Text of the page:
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Expanding and funding the ICP


Collaboration within the ICP
Christian de Duve Scientist
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Those four groups were the first ones and I think it's rather interesting to point out that we really tried to put together, in this institute, cell biologists and molecular biologists, the idea being that these people should really talk to each other and collaborate – they have complimentary kind of expertises that could reinforce one another in the study of many problems. And I should perhaps tell you that, for quite a long time, I lived... at least cell biology and molecular biology really were separated by a sort of communication barrier; that is, molecular biologists were jealously protecting their own turf and they were exclusively interested in, let's say, phage and maybe sometimes bacteria, viruses they were interested in... they really were mostly interested in genes and DNA and eventually RNA and translation of the RNA into proteins, but they had very little interest for the things I did – biochemistry, cell biology, wasn't really very much interest to them, so we followed what they did, because obviously cell biologists had to know about DNA and RNA but they thought they were dealing with the basic fundamentals of life and they didn't need to go into all the details of the cells, animal cells, plant cells that we were working on, and so this, of course, was bound to change. I mean, it was obviously important that the molecular biologists should become interested in cell biology and vice versa. And this, of course, has happened today very much, but when we created this institute, this project, the idea of putting together cell biologists and molecular biologists was really somewhat new and extremely important because one of the basic principles of the new institute was multidisciplinary researches... collaboration between people, different disciplines. You have an immunologist collaborating with a biochemist, this didn't happen in many places and, obviously, they could both learn from each other and together do things that they could not do singly. The same thing for the cell biologists and the molecular biologists. And so all these techniques were supposed to be... expertises were supposed to join into common projects that would eventually lead to applying this whole gamut of techniques and knowledge to studies of problems of pathology such as cancer, endocrinological disorders, metabolic disorders, bone disorders, arthritis, etc., etc.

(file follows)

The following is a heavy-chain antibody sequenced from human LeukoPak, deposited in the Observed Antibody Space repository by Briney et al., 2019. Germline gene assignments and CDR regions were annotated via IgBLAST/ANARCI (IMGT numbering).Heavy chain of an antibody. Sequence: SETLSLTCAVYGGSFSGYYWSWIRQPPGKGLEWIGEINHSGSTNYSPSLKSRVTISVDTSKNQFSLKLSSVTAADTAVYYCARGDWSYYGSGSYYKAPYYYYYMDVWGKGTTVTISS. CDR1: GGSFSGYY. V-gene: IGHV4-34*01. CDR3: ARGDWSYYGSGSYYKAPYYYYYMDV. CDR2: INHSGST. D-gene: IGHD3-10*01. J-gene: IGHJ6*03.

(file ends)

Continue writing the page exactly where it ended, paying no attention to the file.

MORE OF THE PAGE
Belgian biochemist Christian de Duve (1917-2013) was best known for his work on understanding and categorising subcellular organelles. He won the Nobel Prize in Physiology or Medicine in 1974 for his joint discovery of lysosomes, the subcellular organelles that digest macromolecules and deal with ingested bacteria.

Listeners: Peter Newmark

Peter Newmark has recently retired as Editorial Director of BioMed Central Ltd, the Open Access journal publisher. He obtained a D. Phil. from Oxford University and was originally a research biochemist at St Bartholomew's Hospital Medical School in London, but left research to become Biology Editor and then Deputy Editor of the journal Nature. He then became Managing Director of Current Biology Ltd, where he started a series of Current Opinion journals, and was founding Editor of the journal Current Biology. Subsequently he was Editorial Director for Elsevier Science London, before joining BioMed Central Ltd.

Tags: International Institute of Cellular and Molecular Pathology

Duration: 3 minutes, 29 seconds

Date story recorded: September 2005

Date story went live: 24 January 2008